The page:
A clinical need for the guideline is justified by the wide variation in management and disagreement amongst UK consultants regarding the best treatment strategies. Furthermore, many patients with AF possess very limited knowledge of AF, its consequences and therapy.

The guideline

The guideline development process is described in detail in two publications which are available from the NICE website (see further information section below). The guideline development process – an overview for stakeholders, the public and the NHS15 describes how organisations can become involved in the development of a guideline. Guideline development methods –information for national collaborating centres and guideline developers16 provides advice on the technical aspects of guideline development.

This document is the scope. It defines exactly what this guideline will (and will not) examine, and what the guideline developers will consider. The scope is based on the referral from the Department of Health and Welsh Assembly Government (see below).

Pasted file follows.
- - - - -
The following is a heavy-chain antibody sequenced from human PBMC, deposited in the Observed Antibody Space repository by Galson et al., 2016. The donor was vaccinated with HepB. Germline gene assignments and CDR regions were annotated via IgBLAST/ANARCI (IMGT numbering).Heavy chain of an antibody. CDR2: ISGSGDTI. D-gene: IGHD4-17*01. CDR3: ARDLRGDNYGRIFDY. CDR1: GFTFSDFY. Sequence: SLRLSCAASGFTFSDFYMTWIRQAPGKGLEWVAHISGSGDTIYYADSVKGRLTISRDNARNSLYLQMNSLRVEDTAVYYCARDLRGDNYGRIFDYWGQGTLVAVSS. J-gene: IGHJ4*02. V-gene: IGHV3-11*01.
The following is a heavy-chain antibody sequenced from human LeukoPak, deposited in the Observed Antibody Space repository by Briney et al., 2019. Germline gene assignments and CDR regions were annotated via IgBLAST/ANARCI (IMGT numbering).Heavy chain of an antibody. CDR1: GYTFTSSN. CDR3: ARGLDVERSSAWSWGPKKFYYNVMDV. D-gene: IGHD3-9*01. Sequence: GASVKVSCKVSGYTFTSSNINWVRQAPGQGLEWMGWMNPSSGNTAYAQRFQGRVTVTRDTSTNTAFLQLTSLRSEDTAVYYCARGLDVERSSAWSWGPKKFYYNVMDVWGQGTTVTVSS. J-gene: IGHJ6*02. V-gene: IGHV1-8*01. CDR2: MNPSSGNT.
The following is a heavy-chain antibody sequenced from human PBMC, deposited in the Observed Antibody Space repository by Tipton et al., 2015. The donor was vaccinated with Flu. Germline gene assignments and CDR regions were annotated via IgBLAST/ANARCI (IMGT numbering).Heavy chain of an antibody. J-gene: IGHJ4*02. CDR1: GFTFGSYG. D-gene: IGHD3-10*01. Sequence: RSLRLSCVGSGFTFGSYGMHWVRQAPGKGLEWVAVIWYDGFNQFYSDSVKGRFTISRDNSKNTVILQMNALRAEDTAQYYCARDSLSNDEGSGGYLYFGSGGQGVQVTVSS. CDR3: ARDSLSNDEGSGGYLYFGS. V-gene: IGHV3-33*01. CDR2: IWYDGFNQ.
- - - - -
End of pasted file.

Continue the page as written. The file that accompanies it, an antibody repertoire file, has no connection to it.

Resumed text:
The areas that will be addressed by the guideline are described in the following sections.

Population

Groups that will be covered

The guideline will include people with:

  • New onset or acute AF.
  • Chronic AF, including paroxysmal (recurrent), persistent and permanent/sustained AF.
  • Comorbidities that impact upon AF.
  • Postoperative AF.
  • Atrial flutter that is indistinguishable from AF in terms of aim of treatment.

Groups that will not be covered

  • People under age 18 years.